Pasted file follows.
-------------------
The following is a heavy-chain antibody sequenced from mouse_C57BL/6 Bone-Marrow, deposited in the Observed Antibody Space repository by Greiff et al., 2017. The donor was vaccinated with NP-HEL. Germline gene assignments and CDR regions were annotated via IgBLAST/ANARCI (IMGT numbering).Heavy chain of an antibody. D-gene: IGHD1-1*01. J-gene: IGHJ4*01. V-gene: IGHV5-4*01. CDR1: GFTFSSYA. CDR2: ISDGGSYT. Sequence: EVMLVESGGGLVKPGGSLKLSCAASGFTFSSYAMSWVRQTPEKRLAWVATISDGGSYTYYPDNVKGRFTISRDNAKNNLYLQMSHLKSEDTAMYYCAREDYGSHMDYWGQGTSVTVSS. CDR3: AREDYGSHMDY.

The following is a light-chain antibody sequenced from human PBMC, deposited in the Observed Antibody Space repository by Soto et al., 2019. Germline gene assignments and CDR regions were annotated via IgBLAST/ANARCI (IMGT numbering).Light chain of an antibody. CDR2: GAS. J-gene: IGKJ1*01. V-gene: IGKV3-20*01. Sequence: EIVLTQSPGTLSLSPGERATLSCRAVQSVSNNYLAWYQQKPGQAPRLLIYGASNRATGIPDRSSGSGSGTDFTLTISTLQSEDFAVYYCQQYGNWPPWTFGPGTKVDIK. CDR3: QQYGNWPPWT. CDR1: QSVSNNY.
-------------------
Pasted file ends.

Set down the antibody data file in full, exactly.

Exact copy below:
The following is a heavy-chain antibody sequenced from mouse_C57BL/6 Bone-Marrow, deposited in the Observed Antibody Space repository by Greiff et al., 2017. The donor was vaccinated with NP-HEL. Germline gene assignments and CDR regions were annotated via IgBLAST/ANARCI (IMGT numbering).Heavy chain of an antibody. D-gene: IGHD1-1*01. J-gene: IGHJ4*01. V-gene: IGHV5-4*01. CDR1: GFTFSSYA. CDR2: ISDGGSYT. Sequence: EVMLVESGGGLVKPGGSLKLSCAASGFTFSSYAMSWVRQTPEKRLAWVATISDGGSYTYYPDNVKGRFTISRDNAKNNLYLQMSHLKSEDTAMYYCAREDYGSHMDYWGQGTSVTVSS. CDR3: AREDYGSHMDY.

The following is a light-chain antibody sequenced from human PBMC, deposited in the Observed Antibody Space repository by Soto et al., 2019. Germline gene assignments and CDR regions were annotated via IgBLAST/ANARCI (IMGT numbering).Light chain of an antibody. CDR2: GAS. J-gene: IGKJ1*01. V-gene: IGKV3-20*01. Sequence: EIVLTQSPGTLSLSPGERATLSCRAVQSVSNNYLAWYQQKPGQAPRLLIYGASNRATGIPDRSSGSGSGTDFTLTISTLQSEDFAVYYCQQYGNWPPWTFGPGTKVDIK. CDR3: QQYGNWPPWT. CDR1: QSVSNNY.